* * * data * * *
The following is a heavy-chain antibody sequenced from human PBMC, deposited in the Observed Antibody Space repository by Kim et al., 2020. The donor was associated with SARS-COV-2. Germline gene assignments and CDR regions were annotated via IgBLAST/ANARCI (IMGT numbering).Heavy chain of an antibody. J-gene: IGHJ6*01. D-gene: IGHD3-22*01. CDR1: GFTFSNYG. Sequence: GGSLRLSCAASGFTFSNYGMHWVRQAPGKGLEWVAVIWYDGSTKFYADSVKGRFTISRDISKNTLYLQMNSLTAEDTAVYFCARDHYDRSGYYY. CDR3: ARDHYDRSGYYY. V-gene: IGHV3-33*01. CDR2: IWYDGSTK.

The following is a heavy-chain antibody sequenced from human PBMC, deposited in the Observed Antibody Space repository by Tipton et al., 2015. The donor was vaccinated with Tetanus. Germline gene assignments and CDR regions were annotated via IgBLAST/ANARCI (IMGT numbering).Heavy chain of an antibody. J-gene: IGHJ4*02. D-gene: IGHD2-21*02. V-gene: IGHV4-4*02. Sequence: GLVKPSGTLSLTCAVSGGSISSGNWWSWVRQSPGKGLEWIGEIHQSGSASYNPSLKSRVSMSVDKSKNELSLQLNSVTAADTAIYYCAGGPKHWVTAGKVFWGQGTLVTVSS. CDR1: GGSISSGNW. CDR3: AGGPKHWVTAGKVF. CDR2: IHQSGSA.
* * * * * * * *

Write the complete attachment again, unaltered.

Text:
The following is a heavy-chain antibody sequenced from human PBMC, deposited in the Observed Antibody Space repository by Kim et al., 2020. The donor was associated with SARS-COV-2. Germline gene assignments and CDR regions were annotated via IgBLAST/ANARCI (IMGT numbering).Heavy chain of an antibody. J-gene: IGHJ6*01. D-gene: IGHD3-22*01. CDR1: GFTFSNYG. Sequence: GGSLRLSCAASGFTFSNYGMHWVRQAPGKGLEWVAVIWYDGSTKFYADSVKGRFTISRDISKNTLYLQMNSLTAEDTAVYFCARDHYDRSGYYY. CDR3: ARDHYDRSGYYY. V-gene: IGHV3-33*01. CDR2: IWYDGSTK.

The following is a heavy-chain antibody sequenced from human PBMC, deposited in the Observed Antibody Space repository by Tipton et al., 2015. The donor was vaccinated with Tetanus. Germline gene assignments and CDR regions were annotated via IgBLAST/ANARCI (IMGT numbering).Heavy chain of an antibody. J-gene: IGHJ4*02. D-gene: IGHD2-21*02. V-gene: IGHV4-4*02. Sequence: GLVKPSGTLSLTCAVSGGSISSGNWWSWVRQSPGKGLEWIGEIHQSGSASYNPSLKSRVSMSVDKSKNELSLQLNSVTAADTAIYYCAGGPKHWVTAGKVFWGQGTLVTVSS. CDR1: GGSISSGNW. CDR3: AGGPKHWVTAGKVF. CDR2: IHQSGSA.